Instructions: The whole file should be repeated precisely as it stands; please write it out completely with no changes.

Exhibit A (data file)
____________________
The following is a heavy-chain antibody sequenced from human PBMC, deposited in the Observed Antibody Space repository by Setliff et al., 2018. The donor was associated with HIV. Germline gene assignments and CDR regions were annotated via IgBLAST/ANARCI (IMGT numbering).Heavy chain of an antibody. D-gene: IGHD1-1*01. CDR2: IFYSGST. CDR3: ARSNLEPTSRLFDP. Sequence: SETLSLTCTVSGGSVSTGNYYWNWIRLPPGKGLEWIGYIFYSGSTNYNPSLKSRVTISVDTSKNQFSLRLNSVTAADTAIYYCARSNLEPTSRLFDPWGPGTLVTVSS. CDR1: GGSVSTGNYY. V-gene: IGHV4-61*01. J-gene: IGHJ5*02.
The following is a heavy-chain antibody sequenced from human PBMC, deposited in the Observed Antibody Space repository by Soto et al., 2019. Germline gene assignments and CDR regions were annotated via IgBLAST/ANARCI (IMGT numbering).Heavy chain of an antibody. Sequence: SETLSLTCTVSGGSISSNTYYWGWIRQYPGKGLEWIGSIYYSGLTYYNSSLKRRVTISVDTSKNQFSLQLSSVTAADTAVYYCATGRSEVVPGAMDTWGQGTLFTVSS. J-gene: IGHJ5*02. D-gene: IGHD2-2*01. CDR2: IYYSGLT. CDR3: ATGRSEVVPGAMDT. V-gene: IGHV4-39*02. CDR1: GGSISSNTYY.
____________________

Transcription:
The following is a heavy-chain antibody sequenced from human PBMC, deposited in the Observed Antibody Space repository by Setliff et al., 2018. The donor was associated with HIV. Germline gene assignments and CDR regions were annotated via IgBLAST/ANARCI (IMGT numbering).Heavy chain of an antibody. D-gene: IGHD1-1*01. CDR2: IFYSGST. CDR3: ARSNLEPTSRLFDP. Sequence: SETLSLTCTVSGGSVSTGNYYWNWIRLPPGKGLEWIGYIFYSGSTNYNPSLKSRVTISVDTSKNQFSLRLNSVTAADTAIYYCARSNLEPTSRLFDPWGPGTLVTVSS. CDR1: GGSVSTGNYY. V-gene: IGHV4-61*01. J-gene: IGHJ5*02.
The following is a heavy-chain antibody sequenced from human PBMC, deposited in the Observed Antibody Space repository by Soto et al., 2019. Germline gene assignments and CDR regions were annotated via IgBLAST/ANARCI (IMGT numbering).Heavy chain of an antibody. Sequence: SETLSLTCTVSGGSISSNTYYWGWIRQYPGKGLEWIGSIYYSGLTYYNSSLKRRVTISVDTSKNQFSLQLSSVTAADTAVYYCATGRSEVVPGAMDTWGQGTLFTVSS. J-gene: IGHJ5*02. D-gene: IGHD2-2*01. CDR2: IYYSGLT. CDR3: ATGRSEVVPGAMDT. V-gene: IGHV4-39*02. CDR1: GGSISSNTYY.